Theory In Science

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Theory In Science (Campbell Biology)

“It’s just a theory!” Our everyday use of the term theory often implies an untested speculation. But the term theory has a different meaning in science. What is a scientific theory, and how is it different from a hypothesis or from mere speculation?

First, a scientific theory is much broader in scope than a hypothesis. This is a hypothesis: “Coat coloration wellmatched to their habitat is an adaptation that protects mice from predators.” But this is a theory: “Evolutionary adaptations arise by natural selection.” This theory proposes that natural selection is the evolutionary mechanism that accounts for an enormous variety of adaptations, of which coat color in mice is but one example.

Second, a theory is general enough to spin off many new, testable hypotheses. For example, the theory of natural selection motivated two researchers at Princeton University, Peter and Rosemary Grant, to test the specific hypothesis that the beaks of Galápagos finches evolve in response to changes in the types of available food.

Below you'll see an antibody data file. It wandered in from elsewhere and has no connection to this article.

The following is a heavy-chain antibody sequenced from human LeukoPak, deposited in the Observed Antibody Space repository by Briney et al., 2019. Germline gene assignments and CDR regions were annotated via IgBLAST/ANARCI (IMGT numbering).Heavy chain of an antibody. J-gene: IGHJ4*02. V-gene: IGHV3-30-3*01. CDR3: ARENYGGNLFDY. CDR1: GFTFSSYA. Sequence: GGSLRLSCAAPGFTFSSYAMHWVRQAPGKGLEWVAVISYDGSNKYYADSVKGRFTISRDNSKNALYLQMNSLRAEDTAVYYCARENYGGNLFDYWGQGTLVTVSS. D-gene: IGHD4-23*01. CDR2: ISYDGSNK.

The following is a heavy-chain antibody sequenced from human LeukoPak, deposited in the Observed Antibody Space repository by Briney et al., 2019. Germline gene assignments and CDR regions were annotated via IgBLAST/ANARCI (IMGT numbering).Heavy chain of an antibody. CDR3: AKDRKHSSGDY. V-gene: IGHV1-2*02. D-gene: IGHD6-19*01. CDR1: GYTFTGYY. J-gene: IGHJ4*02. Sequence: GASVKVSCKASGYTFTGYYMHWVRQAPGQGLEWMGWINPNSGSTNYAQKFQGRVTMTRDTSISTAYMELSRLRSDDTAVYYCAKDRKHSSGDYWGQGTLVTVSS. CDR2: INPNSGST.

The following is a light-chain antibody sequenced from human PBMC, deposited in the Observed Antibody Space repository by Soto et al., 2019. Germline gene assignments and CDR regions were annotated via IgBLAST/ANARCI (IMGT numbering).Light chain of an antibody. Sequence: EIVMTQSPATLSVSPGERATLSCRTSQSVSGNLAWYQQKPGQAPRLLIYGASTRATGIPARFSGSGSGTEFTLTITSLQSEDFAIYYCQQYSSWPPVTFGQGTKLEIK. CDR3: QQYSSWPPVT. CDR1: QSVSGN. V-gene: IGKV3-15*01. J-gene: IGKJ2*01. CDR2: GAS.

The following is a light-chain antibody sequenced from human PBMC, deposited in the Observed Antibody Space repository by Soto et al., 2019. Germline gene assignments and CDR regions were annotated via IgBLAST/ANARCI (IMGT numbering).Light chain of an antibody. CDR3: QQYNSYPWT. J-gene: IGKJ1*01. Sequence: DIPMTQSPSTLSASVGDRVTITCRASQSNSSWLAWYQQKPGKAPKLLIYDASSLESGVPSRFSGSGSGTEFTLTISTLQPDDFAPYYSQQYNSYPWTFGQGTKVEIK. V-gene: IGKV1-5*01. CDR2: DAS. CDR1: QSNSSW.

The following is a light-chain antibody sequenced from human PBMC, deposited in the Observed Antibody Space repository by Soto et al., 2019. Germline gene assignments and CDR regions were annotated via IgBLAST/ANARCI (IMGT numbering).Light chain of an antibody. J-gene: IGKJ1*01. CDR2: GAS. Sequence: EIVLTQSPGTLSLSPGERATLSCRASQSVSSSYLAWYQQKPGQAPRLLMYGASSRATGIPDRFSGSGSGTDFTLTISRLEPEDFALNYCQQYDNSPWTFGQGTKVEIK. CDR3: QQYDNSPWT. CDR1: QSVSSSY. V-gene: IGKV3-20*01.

And third, compared to any one hypothesis, a theory is generally supported by a much greater body of evidence. The theory of natural selection has been supported by a vast quantity of evidence, with more being found every day, and has not been contradicted by any scientific data. Those theories that become widely adopted in science (such as the theory of natural selection and the theory of gravity) explain a great diversity of observations and are supported by a vast accumulation of evidence.

In spite of the body of evidence supporting a widely accepted theory, scientists will sometimes modify or even reject theories when new research produces results that don’t fit. For example, biologists once lumped bacteria and archaea together as a kingdom of prokaryotes. When new methods for comparing cells and molecules could be used to test such relationships, the evidence led scientists to reject the theory that bacteria and archaea are members of the same kingdom. If there is “truth” in science, it is at best conditional, based on the weight of available evidence.


Urry, Lisa A.. Campbell Biology. Pearson Education. Kindle Edition.

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